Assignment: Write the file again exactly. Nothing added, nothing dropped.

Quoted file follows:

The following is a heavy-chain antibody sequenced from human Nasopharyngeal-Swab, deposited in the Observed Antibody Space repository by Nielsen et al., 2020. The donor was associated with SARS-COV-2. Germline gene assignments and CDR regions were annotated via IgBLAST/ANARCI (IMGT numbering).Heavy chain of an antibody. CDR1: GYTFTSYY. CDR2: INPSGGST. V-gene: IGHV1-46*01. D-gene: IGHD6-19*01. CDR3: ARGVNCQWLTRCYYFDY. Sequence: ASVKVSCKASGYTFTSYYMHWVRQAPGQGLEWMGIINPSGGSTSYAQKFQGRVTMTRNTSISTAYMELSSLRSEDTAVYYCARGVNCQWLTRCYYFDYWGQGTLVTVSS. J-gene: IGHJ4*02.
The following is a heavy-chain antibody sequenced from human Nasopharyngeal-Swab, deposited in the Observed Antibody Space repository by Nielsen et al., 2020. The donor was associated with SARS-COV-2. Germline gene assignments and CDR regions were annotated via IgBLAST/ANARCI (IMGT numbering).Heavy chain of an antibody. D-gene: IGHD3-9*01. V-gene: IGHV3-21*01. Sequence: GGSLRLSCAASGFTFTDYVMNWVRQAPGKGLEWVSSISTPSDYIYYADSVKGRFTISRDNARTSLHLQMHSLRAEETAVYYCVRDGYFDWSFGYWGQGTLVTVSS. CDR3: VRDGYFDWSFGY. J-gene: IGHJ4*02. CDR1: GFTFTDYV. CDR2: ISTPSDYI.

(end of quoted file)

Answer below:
The following is a heavy-chain antibody sequenced from human Nasopharyngeal-Swab, deposited in the Observed Antibody Space repository by Nielsen et al., 2020. The donor was associated with SARS-COV-2. Germline gene assignments and CDR regions were annotated via IgBLAST/ANARCI (IMGT numbering).Heavy chain of an antibody. CDR1: GYTFTSYY. CDR2: INPSGGST. V-gene: IGHV1-46*01. D-gene: IGHD6-19*01. CDR3: ARGVNCQWLTRCYYFDY. Sequence: ASVKVSCKASGYTFTSYYMHWVRQAPGQGLEWMGIINPSGGSTSYAQKFQGRVTMTRNTSISTAYMELSSLRSEDTAVYYCARGVNCQWLTRCYYFDYWGQGTLVTVSS. J-gene: IGHJ4*02.
The following is a heavy-chain antibody sequenced from human Nasopharyngeal-Swab, deposited in the Observed Antibody Space repository by Nielsen et al., 2020. The donor was associated with SARS-COV-2. Germline gene assignments and CDR regions were annotated via IgBLAST/ANARCI (IMGT numbering).Heavy chain of an antibody. D-gene: IGHD3-9*01. V-gene: IGHV3-21*01. Sequence: GGSLRLSCAASGFTFTDYVMNWVRQAPGKGLEWVSSISTPSDYIYYADSVKGRFTISRDNARTSLHLQMHSLRAEETAVYYCVRDGYFDWSFGYWGQGTLVTVSS. CDR3: VRDGYFDWSFGY. J-gene: IGHJ4*02. CDR1: GFTFTDYV. CDR2: ISTPSDYI.